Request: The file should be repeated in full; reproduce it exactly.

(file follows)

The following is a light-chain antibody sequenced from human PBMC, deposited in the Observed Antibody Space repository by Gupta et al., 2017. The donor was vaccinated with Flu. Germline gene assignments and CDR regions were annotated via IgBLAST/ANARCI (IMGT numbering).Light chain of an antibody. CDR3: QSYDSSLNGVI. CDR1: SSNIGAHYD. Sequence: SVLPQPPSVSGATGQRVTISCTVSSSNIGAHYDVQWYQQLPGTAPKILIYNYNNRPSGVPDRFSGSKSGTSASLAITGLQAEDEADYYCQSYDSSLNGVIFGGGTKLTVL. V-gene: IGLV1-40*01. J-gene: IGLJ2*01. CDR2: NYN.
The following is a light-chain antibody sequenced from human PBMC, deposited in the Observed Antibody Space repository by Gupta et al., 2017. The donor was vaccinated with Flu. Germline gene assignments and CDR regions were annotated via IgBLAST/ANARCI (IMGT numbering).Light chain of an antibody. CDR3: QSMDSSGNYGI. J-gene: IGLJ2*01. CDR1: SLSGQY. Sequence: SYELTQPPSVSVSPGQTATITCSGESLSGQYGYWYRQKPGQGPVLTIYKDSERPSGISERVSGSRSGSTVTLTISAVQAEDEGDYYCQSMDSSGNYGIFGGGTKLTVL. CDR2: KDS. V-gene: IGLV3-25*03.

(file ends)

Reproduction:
The following is a light-chain antibody sequenced from human PBMC, deposited in the Observed Antibody Space repository by Gupta et al., 2017. The donor was vaccinated with Flu. Germline gene assignments and CDR regions were annotated via IgBLAST/ANARCI (IMGT numbering).Light chain of an antibody. CDR3: QSYDSSLNGVI. CDR1: SSNIGAHYD. Sequence: SVLPQPPSVSGATGQRVTISCTVSSSNIGAHYDVQWYQQLPGTAPKILIYNYNNRPSGVPDRFSGSKSGTSASLAITGLQAEDEADYYCQSYDSSLNGVIFGGGTKLTVL. V-gene: IGLV1-40*01. J-gene: IGLJ2*01. CDR2: NYN.
The following is a light-chain antibody sequenced from human PBMC, deposited in the Observed Antibody Space repository by Gupta et al., 2017. The donor was vaccinated with Flu. Germline gene assignments and CDR regions were annotated via IgBLAST/ANARCI (IMGT numbering).Light chain of an antibody. CDR3: QSMDSSGNYGI. J-gene: IGLJ2*01. CDR1: SLSGQY. Sequence: SYELTQPPSVSVSPGQTATITCSGESLSGQYGYWYRQKPGQGPVLTIYKDSERPSGISERVSGSRSGSTVTLTISAVQAEDEGDYYCQSMDSSGNYGIFGGGTKLTVL. CDR2: KDS. V-gene: IGLV3-25*03.